Monday, June 12, 2006

“It has served us well, this myth of Christ”

With The Da Vince Code American author Dan Brown heralded a wave of modern grail novels. One of them, The Last Templar, was actually written by a Lebanese: Raymond Khoury. For some reason this was not mentioned anywhere in the Dutch edition of the book. That piece of information might have been left out for commercial reasons, as many regard Lebanon as a Middle Eastern rogue state. Yet given the subject-matter of the book, it should not have been omitted, if only because the crusades literally touched upon Lebanese soil.

But never mind that. The Last Templar seems to have escaped Rome’s attention. And that is probably just as well, for quite a few Christians, not in the least in Khoury’s native Lebanon, may feel offended by the subject-matter.

So far, most grail novels regarding the Knight templars centred around two themes:

  • Either they were guarding the bloodline of Jesus Christ, whereby the Holy Grail was in fact Mary Magdalene who carried Jesus’child.
  • Or they were guarding a secret having to do with the Philosopher’s Stone, whereby in its most rudimentary form lead was supposedly transformed into gold.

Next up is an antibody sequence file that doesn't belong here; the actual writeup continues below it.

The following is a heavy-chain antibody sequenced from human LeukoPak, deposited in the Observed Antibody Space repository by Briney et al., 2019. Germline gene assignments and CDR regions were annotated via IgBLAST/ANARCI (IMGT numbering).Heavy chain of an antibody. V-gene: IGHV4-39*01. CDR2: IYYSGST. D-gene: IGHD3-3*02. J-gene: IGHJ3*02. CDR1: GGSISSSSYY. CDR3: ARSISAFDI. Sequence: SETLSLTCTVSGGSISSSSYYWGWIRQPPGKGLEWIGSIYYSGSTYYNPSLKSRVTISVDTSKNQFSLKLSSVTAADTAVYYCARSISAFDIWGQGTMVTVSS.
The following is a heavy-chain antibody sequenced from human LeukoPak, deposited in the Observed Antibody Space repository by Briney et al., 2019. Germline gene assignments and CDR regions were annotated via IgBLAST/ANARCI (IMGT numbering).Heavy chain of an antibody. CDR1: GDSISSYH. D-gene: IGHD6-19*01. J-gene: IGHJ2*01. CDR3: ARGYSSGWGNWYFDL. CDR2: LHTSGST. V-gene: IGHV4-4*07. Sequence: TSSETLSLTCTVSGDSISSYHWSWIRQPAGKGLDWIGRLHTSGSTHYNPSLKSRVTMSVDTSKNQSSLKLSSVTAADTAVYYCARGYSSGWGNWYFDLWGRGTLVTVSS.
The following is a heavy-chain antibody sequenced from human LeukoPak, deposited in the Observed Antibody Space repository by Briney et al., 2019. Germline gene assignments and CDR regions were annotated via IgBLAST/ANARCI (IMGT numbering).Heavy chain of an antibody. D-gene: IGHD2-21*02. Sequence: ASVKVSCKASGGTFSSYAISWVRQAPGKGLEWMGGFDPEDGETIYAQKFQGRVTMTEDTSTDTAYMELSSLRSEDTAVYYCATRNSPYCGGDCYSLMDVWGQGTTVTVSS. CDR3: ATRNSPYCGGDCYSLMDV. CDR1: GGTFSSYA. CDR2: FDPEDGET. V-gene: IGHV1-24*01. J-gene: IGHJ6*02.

In Khoury’s book, however, the templars were guarding something else: the gospels of Jesus himself, Jesus as an ordinary man, not the son of God. So, here is this Lebanese Raymond Khoury, who judging by his name must have Christian roots. He writes a book that in fact supports the Islamic viewpoint that Jesus was not divine in the sense that he was the son of God. Khoury goes on by even quoting Pope Leo X: “It has served us well, this myth of Christ”.

Photo: Raymond Khoury

Insofar as I know, it is the first time an Arab novelist has tackled this genre. If this son of Lebanon ever decides to cross the channel so to further promote his book, his personal beliefs regarding the knight templars would make for an interesting topic of conversation.